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Understanding inequality trends: microsimulation decomposition for Italy

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  • Fiorio, Carlo V.

Abstract

This paper suggests overcoming some limitations of traditional inequality decomposition methods by developing a combination of Burtless (1999) and DiNardo et al. (1996), two different microsimulation methods for decomposing inequality. By using this combination it is possible to take into consideration the dispersion of income sources as well as the socio-demographic evolution of the population under study, in a single framework and across many years. This methodology maximizes clarity of results and allows one to easily perform tests on results. An application to Italian household inequality is provided to analyze marginal and joint effects of demographic trends and changed dispersion of different income factors between 1977 and 2002.

Suggested Citation

  • Fiorio, Carlo V., 2006. "Understanding inequality trends: microsimulation decomposition for Italy," LSE Research Online Documents on Economics 6544, London School of Economics and Political Science, LSE Library.
  • Handle: RePEc:ehl:lserod:6544
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    File URL: http://eprints.lse.ac.uk/6544/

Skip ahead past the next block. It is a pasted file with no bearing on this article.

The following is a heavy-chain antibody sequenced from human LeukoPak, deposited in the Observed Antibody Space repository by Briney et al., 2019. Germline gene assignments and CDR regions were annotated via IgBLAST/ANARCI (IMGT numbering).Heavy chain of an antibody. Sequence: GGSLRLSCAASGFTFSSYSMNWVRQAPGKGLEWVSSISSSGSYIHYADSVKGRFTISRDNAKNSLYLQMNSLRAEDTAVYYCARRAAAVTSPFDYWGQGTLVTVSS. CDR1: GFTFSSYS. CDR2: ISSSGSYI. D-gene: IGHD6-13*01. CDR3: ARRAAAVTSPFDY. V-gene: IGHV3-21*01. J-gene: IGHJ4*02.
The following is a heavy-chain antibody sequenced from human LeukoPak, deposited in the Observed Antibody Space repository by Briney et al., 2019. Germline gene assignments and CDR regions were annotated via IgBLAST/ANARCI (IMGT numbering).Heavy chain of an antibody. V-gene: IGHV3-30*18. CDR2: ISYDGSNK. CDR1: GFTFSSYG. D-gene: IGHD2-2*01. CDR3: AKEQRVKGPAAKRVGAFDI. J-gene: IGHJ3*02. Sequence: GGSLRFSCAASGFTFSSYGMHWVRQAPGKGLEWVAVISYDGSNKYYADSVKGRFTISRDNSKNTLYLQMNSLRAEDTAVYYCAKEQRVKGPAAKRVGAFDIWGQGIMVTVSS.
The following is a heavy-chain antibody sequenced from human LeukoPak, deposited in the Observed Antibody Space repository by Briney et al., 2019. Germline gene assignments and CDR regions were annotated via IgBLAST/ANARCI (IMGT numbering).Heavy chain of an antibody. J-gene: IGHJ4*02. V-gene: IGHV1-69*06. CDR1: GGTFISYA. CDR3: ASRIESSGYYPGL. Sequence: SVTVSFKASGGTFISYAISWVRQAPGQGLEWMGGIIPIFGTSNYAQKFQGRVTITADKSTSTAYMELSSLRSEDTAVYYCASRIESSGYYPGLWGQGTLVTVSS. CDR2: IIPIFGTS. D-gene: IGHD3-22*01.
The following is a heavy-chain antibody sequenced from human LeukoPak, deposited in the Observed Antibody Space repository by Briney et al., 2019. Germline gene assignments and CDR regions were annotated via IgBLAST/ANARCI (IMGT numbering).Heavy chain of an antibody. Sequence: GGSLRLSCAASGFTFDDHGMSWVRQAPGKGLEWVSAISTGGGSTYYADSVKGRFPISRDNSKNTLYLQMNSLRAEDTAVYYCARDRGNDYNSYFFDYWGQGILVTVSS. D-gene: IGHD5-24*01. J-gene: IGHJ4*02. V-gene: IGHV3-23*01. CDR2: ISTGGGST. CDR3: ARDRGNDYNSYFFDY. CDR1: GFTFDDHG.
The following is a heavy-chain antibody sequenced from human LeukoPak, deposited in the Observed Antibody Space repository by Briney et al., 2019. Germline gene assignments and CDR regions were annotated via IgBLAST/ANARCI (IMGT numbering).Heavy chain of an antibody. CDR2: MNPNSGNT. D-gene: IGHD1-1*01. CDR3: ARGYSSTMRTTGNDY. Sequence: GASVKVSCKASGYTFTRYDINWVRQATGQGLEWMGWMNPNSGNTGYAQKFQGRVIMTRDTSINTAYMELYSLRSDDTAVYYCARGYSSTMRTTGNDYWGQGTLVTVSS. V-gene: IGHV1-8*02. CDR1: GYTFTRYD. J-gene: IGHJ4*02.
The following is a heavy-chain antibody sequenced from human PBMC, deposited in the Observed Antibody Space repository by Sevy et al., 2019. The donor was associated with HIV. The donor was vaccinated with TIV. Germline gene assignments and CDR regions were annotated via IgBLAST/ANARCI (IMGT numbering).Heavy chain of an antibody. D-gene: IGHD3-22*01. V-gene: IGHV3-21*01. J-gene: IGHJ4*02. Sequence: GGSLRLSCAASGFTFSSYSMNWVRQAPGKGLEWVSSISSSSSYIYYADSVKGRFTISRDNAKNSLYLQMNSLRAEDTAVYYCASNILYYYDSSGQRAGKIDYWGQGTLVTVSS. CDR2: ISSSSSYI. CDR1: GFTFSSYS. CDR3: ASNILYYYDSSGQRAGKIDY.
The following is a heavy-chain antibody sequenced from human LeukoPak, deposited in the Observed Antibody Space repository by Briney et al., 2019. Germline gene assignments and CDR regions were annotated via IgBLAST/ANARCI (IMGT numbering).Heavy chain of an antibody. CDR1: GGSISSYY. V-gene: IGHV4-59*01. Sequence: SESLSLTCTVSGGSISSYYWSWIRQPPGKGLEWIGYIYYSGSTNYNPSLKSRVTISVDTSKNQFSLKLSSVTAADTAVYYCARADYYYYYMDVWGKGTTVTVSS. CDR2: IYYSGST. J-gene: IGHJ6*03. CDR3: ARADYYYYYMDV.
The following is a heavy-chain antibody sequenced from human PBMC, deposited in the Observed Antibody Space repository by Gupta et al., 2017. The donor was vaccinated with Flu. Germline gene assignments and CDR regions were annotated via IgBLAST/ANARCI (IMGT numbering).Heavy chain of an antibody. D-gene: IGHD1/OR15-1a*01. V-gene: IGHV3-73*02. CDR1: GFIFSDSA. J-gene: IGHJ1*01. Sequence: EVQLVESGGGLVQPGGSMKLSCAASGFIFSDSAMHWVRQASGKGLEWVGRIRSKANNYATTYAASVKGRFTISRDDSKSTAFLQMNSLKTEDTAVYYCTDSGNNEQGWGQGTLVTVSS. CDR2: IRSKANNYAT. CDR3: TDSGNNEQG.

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    References listed on IDEAS

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    1. Andrea Brandolini, 1999. "The Distribution of Personal Income in Post-War Italy: Source Description, Data Quality, and the Time Pattern of Income Inequality," Giornale degli Economisti, GDE (Giornale degli Economisti e Annali di Economia), Bocconi University, vol. 58(2), pages 183-239, September.
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    3. DiNardo, John & Fortin, Nicole M & Lemieux, Thomas, 1996. "Labor Market Institutions and the Distribution of Wages, 1973-1992: A Semiparametric Approach," Econometrica, Econometric Society, vol. 64(5), pages 1001-1044, September.
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    Cited by:

    1. Muller, Adrian, 2006. "Clarifying Poverty Decomposition," Working Papers in Economics 217, University of Gothenburg, Department of Economics, revised 17 Nov 2008.

    More about this item

    Keywords

    Microsimulation; counterfactual analysis; household inequality trend; inequality decomposition.;

    JEL classification:

    • C51 - Mathematical and Quantitative Methods - - Econometric Modeling - - - Model Construction and Estimation
    • D31 - Microeconomics - - Distribution - - - Personal Income and Wealth Distribution
    • D63 - Microeconomics - - Welfare Economics - - - Equity, Justice, Inequality, and Other Normative Criteria and Measurement

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